Here's a video of one snake, Elaphe obsoleta, in microgravity. In the first parabola, the snake eventually knotted its tail and ceased all other body movements. In the second parabola the snake knotted its whole body and once again ceased moving while in microgravity. This posture was held through the next parabola and in the intervening time between the parabolas.
While the researchers didn't observe the self-attack behaviors seen previously, the knotting behavior that they did observe in many of their snakes still reflects a basic loss of proprioception. When snakes become stressed out, they sometimes bunch together in a group in order to relax. Which, in a way, is exactly what that airborne snake did in microgravity.
In the absence of gravity, it appears as if snakes have a difficulty distinguishing self from non-self.
American Ninja Warrior is a television show that airs on NBC and the Esquire Network. The center of the show is a demanding obstacle course that requires phenomenal strength and agility. For six seasons, athletes have come to the show in search of fame and recognition of their abilities. This past week, for the first time, a woman completed the this brutal obstacle course.
Kacy Catanzaro if a 5-foot tall gymnast. Her height posed particular challenges, as many of the obstacles require a lot of reach. But Catanzaro, a former NCAA Southeast Regional Gymnast of the Year, had all of the strength and skill necessary to prevail.
This is the Levanter Cloud, an unusual and beautiful cloud formation that appears on Gibraltar. That promontory rises high into the air before the Levanter, a wind that blows west out of the Mediterranean Sea. The frequent result is a heavy cloud cap resting over the mountain.
Redditor RubberDogTurds, who is known offline as Nikki, is an inventive and skilled Photoshop artist. She frequently creates custom Facebook header images that insert her into popular movies and television shows. She gets to make meth with Heisenberg, serve as Sherlock's sidekick, and pilot the Enterprise. You can see her complete gallery here.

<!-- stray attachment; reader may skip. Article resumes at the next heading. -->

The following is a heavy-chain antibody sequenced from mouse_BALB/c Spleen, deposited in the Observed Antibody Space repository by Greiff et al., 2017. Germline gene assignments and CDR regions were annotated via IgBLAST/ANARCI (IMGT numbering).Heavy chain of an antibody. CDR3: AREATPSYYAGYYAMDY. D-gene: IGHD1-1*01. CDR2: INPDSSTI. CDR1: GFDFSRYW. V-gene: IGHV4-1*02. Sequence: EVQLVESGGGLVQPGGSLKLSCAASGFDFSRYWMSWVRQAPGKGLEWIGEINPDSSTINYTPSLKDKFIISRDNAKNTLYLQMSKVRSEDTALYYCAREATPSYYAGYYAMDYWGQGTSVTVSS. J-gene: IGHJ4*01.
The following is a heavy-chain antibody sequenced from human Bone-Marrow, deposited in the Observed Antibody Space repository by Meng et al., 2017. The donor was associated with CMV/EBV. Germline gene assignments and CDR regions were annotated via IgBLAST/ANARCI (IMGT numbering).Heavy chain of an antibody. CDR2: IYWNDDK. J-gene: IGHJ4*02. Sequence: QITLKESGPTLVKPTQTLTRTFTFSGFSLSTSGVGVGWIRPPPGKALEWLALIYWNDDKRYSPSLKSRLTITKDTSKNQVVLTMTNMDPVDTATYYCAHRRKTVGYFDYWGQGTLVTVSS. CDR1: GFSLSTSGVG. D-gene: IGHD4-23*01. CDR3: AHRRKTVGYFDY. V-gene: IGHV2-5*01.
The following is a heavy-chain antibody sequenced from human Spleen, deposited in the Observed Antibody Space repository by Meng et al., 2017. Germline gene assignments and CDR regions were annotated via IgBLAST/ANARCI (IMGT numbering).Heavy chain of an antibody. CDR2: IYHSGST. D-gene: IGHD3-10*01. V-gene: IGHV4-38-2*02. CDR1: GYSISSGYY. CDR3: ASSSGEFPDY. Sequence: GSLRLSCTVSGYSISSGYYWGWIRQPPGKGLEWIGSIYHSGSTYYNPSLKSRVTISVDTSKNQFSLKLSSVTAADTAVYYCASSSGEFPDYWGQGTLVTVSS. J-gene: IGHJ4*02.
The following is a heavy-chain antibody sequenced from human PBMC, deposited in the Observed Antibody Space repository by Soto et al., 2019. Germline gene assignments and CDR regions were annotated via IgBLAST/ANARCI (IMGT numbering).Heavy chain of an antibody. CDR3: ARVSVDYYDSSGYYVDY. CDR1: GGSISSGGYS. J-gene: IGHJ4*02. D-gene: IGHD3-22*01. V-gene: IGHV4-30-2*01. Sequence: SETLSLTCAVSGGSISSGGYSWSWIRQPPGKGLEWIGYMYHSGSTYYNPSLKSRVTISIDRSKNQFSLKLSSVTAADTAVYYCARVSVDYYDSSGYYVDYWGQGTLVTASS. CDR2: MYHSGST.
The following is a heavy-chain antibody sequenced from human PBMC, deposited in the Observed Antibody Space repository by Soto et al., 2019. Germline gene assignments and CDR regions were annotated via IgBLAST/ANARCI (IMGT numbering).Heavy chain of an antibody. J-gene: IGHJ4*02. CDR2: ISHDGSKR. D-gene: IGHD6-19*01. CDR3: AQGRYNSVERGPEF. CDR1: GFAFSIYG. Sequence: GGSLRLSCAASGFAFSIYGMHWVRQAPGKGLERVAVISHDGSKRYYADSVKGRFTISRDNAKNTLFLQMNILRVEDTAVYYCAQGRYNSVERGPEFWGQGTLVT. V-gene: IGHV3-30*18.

Grundhofer is the owner of Grundhofer's Old-Fashioned Meats, a butcher shop in Hugo, Minnesota. Like the wheel, the transistor, and other revolutionary inventions, the gummy bear bratwurst was invented as a joke.
Two great champions, Vodkaman and Drunkenstein, face off in a battle for glory and honor. Both are masters of their martial art systems. Having already defeated mere amateurs, including Chun-Li and Blanka, they now must determine who alone shall be ultimate street fighter.
With one forklift, you can get the crate into the trailer. But you can't get the crate to the back of the trailer. For that, you'll need another forklift and a touch of insanity. It's not that hard. Hold my beer and I'll show you.
40 years ago, Michael Sulsona lost his legs to a landmine in Vietnam. For two years, he's been trying to get the Veterans' Administration to provide him with a replacement for the rickety old wheelchair that he's been using. The old chair finally collapsed while Sulsona and his wife were in a Lowe's hardware store on Staten Island, New York. Sulsona describes what happened next:
Three employees, David, Marcus and Souleyman jumped to my assistance immediately. They placed me in another chair while they went to work.
They took the wheelchair apart and replaced the broken parts and told me, "We're going to make this chair like new."
I left 45 minutes after closing hours in my wheelchair that was like new.
I kept thanking them and all they could say was, "It was our honor."
Grey Poupon, the Dijon mustard brand, is noted for its claims as a food for the rich and refined. A classic commercial for it that aired throughout the 80s shows two men in chauffeured Rolls-Royces passing a jar while exchanging genteel salutations.
This ad for Grey Poupon by Crispin Porter + Bogusky updates the old 1981 commercial, showing what happened after the French rider passed his jar of Grey Poupon to the American rider. The recipient wouldn't give the jar back, resulting in an action packed, high speed chase in gadget filled cars that would be James Bond envious.